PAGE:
TL;DR Science: Exploration of Probability, Part 2
By Thomas P.
May 12, 2023 · 4 minute read
When I finished the previous article about Probability (for a refresher, click this link), I was discussing the following law:
P(A or B) = P(A) + P(B) - P(A and B) -or- P(A ⋃ B) = P(A) + P(B) -P(A ∩ B)
While this law is quite useful in many situations, it may not always be necessary to use. For example, if the P(A ∩ B) =0 , the events A and B would be considered mutually exclusive, and thus you would not have to consider the intersection of the events. The law of mutually exclusive events is thus:
P(A or B) = P(A) + P(B) - 0 -or- P(A ⋃ B) = P(A) + P(B)
Thinking back to the example of students taking various science classes, the law of mutually exclusive events would be applicable if your school did not allow students to take multiple science classes. Thus, the probability of finding a person taking Bio and Chem would be 0.
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Joint probabilities of events
As we know the symbol ∩ indicates intersection (which means “and”): when two events occur at the same time or consecutively. For example, let’s say we flip two coins consecutively and are hoping for heads and then tails. As we know, there is a 50% chance of both happening. Typically in order to find the probability of flipping two coins and finding two heads you would multiply their probabilities, writing the intersection of these two events as Heads ∩ Tails:
P(Heads ∩ Tails) =
0.5 • 0.5 = 0.25
This may seem intuitive, but without the theory behind probability, it seems arbitrary. Let's explore this deeper.
A conditional event, an event that occurs given (or, is dependent on) the occurrence of another. The probability of A given B, ex., can be written as P(A|B), with the vertical bar ( | ) representing the word “given” or “is conditioned on”. To be clear, this means that a certain event, (A|B) can only occur when B occurs then A on the condition of B already having occurred.
Going back to the example above, we can explain the reason why we multiplied these two probabilities by thinking of the second heads as a conditional event, where
P(Heads and Tails) = P(Heads) • P(Tails given Heads), or:
P(Heads ∩ Tails) = P(Heads) • P(Tails | Heads), where:
0.25 = 0.5 • .0.5
In this case, it may seem useless to express P(Tails | Heads) since P(Heads) equals P(Tails | Heads), since the conditional event (one tails given another heads) and the original event (one heads) are both equal to 0.5 - the probability does not change. So why shouldn’t we just get rid of P(Tails | Heads) and replace it with P(Tails) or P(Heads)? Well, there is no reason not to, since this is a case of independent events: one event, even when conditioned on another, has the same probability as the original event.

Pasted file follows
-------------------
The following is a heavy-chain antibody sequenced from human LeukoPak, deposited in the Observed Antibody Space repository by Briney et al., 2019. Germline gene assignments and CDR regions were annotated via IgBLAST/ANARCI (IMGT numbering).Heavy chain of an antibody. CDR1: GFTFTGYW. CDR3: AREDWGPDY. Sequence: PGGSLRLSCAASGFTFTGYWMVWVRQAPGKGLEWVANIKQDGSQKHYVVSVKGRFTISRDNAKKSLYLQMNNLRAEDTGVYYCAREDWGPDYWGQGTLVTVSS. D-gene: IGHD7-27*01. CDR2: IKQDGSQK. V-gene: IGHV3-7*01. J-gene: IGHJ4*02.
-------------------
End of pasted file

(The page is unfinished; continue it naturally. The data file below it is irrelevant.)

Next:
Above: P(Heads ∩ Heads) = P(Heads ∩ Tails) = P(Tails ∩ Tails) = P(Tails ∩ Heads) = ½ * ½ = ¼
However, we cannot make this generalization for every pair of events.
Dependent events are events in which a conditional event may not have the same probability as the original event. For example, for events A and B, the P(A|B) does not equal P(A). Imagine above if somehow the probability of tails given heads was somehow different from the original probability of heads (or tails).
Dependent events are commonly seen in places where you are dealing with a limited sample space and a lack of replacement. Let’s provide an illustration of this.
Ex. Let’s say you have eight marbles: two white, two black, four blue. Thus, the probability of picking a white, black, or blue marble is:
But, if you remove one of those marbles (i.e. pick another one without replacement), the whole probability matrix is going to be out of whack! For example, if I remove a white marble, the probability matrix will change as such:
This is because I am picking from a bowl of marbles with one less marble than before, which not only impacts the probability of the white marbles but also the black and blue marbles as well. Thus, the probability of picking a white marble is going to decrease, but the probability of picking a black or blue marble is going to increase.
Therefore, we can say with certainty that in the above scenario the probability of the conditional event (picking a white marble given already having picked a white marble) does not equal probability of the original event (picking a white marble).
I.E. P(White | White) = 1/7 ≠ P(White) = 2/8
Thus, we cannot replace P(White) with P(White | White) in the formula to find P(White ∩ White) as we did above with the independent events.
In conclusion, to summarize:
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About The Author
Thomas is a student at Eastside High School.